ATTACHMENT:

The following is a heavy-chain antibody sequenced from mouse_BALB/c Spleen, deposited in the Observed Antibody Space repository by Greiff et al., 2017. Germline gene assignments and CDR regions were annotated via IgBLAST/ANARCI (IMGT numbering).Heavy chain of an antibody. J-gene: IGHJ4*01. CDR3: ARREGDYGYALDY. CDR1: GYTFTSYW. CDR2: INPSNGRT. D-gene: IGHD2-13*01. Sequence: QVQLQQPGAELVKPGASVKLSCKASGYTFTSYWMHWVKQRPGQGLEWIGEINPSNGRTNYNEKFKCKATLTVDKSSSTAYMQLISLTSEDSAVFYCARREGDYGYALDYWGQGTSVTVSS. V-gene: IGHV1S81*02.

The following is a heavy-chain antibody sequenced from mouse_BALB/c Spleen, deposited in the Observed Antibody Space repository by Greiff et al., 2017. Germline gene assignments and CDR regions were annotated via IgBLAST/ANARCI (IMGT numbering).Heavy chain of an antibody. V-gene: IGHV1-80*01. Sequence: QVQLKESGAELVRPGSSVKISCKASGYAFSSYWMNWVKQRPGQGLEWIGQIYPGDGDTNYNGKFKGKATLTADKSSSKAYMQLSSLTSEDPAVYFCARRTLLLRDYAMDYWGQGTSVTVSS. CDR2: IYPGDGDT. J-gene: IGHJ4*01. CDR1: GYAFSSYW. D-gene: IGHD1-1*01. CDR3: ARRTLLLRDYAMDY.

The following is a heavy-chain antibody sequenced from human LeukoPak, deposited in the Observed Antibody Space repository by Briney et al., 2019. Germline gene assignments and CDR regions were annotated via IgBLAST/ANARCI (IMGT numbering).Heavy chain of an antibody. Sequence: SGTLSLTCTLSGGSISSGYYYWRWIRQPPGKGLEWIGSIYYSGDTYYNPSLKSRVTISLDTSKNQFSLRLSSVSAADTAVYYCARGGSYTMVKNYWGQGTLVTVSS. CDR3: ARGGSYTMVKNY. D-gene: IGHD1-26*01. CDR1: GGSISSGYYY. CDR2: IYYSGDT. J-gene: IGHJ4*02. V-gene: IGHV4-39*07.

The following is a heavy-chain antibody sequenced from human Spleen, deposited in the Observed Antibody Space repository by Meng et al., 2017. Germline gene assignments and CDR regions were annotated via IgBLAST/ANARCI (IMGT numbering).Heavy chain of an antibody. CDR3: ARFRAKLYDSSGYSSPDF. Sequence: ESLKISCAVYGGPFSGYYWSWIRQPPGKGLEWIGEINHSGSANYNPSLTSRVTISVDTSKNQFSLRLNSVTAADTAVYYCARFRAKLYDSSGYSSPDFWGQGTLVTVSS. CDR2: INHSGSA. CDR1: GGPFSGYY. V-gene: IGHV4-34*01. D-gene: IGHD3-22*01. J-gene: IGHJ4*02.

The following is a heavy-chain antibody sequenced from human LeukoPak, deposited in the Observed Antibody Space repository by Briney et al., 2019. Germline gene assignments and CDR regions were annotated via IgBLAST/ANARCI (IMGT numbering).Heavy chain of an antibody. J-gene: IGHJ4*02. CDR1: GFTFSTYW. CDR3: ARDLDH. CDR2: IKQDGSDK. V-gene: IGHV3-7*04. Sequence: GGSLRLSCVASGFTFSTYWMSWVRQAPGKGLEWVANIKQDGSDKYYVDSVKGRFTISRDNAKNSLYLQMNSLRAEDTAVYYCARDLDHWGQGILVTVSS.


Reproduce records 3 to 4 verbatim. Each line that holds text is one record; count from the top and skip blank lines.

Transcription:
The following is a heavy-chain antibody sequenced from human LeukoPak, deposited in the Observed Antibody Space repository by Briney et al., 2019. Germline gene assignments and CDR regions were annotated via IgBLAST/ANARCI (IMGT numbering).Heavy chain of an antibody. Sequence: SGTLSLTCTLSGGSISSGYYYWRWIRQPPGKGLEWIGSIYYSGDTYYNPSLKSRVTISLDTSKNQFSLRLSSVSAADTAVYYCARGGSYTMVKNYWGQGTLVTVSS. CDR3: ARGGSYTMVKNY. D-gene: IGHD1-26*01. CDR1: GGSISSGYYY. CDR2: IYYSGDT. J-gene: IGHJ4*02. V-gene: IGHV4-39*07.

The following is a heavy-chain antibody sequenced from human Spleen, deposited in the Observed Antibody Space repository by Meng et al., 2017. Germline gene assignments and CDR regions were annotated via IgBLAST/ANARCI (IMGT numbering).Heavy chain of an antibody. CDR3: ARFRAKLYDSSGYSSPDF. Sequence: ESLKISCAVYGGPFSGYYWSWIRQPPGKGLEWIGEINHSGSANYNPSLTSRVTISVDTSKNQFSLRLNSVTAADTAVYYCARFRAKLYDSSGYSSPDFWGQGTLVTVSS. CDR2: INHSGSA. CDR1: GGPFSGYY. V-gene: IGHV4-34*01. D-gene: IGHD3-22*01. J-gene: IGHJ4*02.